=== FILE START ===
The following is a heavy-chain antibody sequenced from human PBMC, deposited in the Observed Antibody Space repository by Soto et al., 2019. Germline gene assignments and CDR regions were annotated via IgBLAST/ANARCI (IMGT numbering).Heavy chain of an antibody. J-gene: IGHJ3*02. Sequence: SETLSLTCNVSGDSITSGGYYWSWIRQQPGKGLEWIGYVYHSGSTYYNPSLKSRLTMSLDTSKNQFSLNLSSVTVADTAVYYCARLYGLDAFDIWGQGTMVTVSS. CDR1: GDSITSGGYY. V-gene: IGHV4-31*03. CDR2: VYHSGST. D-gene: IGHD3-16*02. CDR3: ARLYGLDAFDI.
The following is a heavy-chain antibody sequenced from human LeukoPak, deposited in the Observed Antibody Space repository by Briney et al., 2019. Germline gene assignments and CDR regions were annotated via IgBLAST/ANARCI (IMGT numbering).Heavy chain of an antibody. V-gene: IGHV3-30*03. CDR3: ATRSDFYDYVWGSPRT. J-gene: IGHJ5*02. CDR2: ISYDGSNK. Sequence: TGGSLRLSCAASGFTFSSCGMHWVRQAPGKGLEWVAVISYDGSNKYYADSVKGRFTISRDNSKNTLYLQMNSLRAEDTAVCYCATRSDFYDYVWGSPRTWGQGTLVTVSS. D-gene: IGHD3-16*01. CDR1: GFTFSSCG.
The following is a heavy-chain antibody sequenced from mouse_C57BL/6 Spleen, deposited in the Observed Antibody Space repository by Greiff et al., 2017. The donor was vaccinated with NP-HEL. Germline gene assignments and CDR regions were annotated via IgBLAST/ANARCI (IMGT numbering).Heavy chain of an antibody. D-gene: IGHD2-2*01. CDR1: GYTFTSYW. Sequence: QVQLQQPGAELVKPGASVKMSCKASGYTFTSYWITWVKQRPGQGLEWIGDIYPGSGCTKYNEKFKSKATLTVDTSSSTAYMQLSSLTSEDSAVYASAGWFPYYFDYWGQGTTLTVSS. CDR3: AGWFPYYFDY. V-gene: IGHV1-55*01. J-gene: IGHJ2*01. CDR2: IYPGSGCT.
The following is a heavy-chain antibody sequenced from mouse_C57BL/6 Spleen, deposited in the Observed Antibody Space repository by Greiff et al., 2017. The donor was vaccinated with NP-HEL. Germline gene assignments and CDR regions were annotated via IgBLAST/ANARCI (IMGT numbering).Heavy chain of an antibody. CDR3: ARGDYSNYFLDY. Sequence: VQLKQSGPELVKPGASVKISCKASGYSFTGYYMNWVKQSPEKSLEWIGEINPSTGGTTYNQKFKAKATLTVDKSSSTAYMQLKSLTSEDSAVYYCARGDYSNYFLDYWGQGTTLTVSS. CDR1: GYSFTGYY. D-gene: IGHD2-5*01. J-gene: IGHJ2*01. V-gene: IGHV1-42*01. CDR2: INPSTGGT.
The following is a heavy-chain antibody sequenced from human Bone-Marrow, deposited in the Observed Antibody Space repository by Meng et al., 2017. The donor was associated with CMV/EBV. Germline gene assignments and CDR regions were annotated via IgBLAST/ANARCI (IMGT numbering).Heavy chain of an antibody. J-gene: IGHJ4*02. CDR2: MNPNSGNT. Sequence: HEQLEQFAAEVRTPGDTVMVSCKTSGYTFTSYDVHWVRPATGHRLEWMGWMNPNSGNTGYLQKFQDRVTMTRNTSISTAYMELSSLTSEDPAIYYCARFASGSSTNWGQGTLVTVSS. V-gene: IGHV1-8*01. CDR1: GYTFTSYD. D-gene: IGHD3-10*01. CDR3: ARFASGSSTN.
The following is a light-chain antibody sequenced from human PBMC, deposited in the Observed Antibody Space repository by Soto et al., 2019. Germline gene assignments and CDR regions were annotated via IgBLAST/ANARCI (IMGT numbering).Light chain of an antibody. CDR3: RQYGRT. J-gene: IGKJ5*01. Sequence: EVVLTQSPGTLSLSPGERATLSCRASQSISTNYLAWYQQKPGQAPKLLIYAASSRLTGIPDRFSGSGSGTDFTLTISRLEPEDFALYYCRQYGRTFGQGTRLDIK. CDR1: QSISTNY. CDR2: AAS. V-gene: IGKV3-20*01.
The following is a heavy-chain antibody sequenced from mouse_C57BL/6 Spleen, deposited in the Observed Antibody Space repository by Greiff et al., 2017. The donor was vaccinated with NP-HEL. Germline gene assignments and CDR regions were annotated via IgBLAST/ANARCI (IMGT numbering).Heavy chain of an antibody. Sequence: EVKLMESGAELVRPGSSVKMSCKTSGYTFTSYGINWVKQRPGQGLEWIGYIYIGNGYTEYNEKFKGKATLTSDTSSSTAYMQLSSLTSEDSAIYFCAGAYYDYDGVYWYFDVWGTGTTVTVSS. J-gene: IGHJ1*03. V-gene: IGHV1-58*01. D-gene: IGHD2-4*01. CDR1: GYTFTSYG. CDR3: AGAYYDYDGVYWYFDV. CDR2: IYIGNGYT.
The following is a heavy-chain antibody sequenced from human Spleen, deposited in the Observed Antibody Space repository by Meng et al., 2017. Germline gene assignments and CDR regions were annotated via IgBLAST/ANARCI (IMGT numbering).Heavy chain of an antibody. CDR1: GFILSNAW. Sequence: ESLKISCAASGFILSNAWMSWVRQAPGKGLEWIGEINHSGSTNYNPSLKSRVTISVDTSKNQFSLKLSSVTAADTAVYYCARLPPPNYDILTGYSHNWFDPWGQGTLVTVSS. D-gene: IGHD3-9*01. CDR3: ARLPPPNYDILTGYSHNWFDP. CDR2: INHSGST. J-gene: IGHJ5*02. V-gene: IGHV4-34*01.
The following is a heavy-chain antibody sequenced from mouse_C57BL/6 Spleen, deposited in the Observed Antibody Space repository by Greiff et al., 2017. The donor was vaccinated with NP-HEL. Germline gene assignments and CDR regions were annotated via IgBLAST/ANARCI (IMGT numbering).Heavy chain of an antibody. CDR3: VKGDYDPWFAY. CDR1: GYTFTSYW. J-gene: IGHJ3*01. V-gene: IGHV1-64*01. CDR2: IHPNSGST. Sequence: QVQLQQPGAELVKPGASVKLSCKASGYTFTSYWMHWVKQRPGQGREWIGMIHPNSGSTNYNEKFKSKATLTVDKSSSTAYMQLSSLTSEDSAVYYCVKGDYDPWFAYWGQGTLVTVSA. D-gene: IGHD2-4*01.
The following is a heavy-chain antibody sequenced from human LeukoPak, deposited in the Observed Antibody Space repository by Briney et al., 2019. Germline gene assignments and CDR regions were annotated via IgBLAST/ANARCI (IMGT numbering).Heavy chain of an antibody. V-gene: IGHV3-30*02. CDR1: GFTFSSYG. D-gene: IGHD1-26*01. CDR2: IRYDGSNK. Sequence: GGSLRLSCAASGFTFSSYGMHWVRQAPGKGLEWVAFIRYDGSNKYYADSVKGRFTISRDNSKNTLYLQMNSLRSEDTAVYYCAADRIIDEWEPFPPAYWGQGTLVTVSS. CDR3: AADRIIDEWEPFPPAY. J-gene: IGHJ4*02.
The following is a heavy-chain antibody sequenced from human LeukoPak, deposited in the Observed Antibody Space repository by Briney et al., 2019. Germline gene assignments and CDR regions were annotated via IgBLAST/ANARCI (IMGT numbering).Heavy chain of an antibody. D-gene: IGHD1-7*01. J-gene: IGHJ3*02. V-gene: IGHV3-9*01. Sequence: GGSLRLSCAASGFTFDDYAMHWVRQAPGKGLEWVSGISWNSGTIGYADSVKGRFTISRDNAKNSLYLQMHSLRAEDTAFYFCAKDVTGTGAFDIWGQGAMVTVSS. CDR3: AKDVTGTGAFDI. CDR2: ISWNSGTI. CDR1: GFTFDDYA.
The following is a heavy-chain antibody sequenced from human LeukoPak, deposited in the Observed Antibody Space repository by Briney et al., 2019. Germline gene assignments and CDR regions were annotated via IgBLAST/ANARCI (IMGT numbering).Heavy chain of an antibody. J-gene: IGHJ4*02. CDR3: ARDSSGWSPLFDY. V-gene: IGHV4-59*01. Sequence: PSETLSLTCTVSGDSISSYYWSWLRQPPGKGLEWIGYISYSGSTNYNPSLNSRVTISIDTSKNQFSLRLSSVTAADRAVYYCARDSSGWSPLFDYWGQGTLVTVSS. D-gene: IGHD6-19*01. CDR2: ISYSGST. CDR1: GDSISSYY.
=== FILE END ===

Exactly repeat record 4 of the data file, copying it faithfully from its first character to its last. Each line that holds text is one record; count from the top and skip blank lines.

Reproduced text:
The following is a heavy-chain antibody sequenced from mouse_C57BL/6 Spleen, deposited in the Observed Antibody Space repository by Greiff et al., 2017. The donor was vaccinated with NP-HEL. Germline gene assignments and CDR regions were annotated via IgBLAST/ANARCI (IMGT numbering).Heavy chain of an antibody. CDR3: ARGDYSNYFLDY. Sequence: VQLKQSGPELVKPGASVKISCKASGYSFTGYYMNWVKQSPEKSLEWIGEINPSTGGTTYNQKFKAKATLTVDKSSSTAYMQLKSLTSEDSAVYYCARGDYSNYFLDYWGQGTTLTVSS. CDR1: GYSFTGYY. D-gene: IGHD2-5*01. J-gene: IGHJ2*01. V-gene: IGHV1-42*01. CDR2: INPSTGGT.